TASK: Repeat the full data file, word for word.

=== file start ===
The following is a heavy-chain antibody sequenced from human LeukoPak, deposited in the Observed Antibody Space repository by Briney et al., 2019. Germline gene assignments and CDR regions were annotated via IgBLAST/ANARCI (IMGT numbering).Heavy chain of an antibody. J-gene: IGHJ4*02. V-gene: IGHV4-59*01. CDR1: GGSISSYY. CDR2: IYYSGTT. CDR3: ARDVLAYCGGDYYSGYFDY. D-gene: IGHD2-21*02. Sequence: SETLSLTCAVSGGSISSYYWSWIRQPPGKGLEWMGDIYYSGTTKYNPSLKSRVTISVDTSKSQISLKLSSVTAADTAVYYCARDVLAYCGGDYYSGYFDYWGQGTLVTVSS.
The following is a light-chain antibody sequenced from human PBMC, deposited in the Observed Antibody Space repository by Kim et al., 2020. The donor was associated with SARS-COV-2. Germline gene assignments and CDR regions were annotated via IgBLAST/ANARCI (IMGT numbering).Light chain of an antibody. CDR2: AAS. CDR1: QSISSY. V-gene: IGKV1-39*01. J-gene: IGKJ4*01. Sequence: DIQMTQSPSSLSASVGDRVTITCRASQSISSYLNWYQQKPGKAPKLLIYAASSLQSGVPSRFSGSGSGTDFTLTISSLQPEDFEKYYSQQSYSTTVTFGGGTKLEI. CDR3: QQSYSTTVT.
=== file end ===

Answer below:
The following is a heavy-chain antibody sequenced from human LeukoPak, deposited in the Observed Antibody Space repository by Briney et al., 2019. Germline gene assignments and CDR regions were annotated via IgBLAST/ANARCI (IMGT numbering).Heavy chain of an antibody. J-gene: IGHJ4*02. V-gene: IGHV4-59*01. CDR1: GGSISSYY. CDR2: IYYSGTT. CDR3: ARDVLAYCGGDYYSGYFDY. D-gene: IGHD2-21*02. Sequence: SETLSLTCAVSGGSISSYYWSWIRQPPGKGLEWMGDIYYSGTTKYNPSLKSRVTISVDTSKSQISLKLSSVTAADTAVYYCARDVLAYCGGDYYSGYFDYWGQGTLVTVSS.
The following is a light-chain antibody sequenced from human PBMC, deposited in the Observed Antibody Space repository by Kim et al., 2020. The donor was associated with SARS-COV-2. Germline gene assignments and CDR regions were annotated via IgBLAST/ANARCI (IMGT numbering).Light chain of an antibody. CDR2: AAS. CDR1: QSISSY. V-gene: IGKV1-39*01. J-gene: IGKJ4*01. Sequence: DIQMTQSPSSLSASVGDRVTITCRASQSISSYLNWYQQKPGKAPKLLIYAASSLQSGVPSRFSGSGSGTDFTLTISSLQPEDFEKYYSQQSYSTTVTFGGGTKLEI. CDR3: QQSYSTTVT.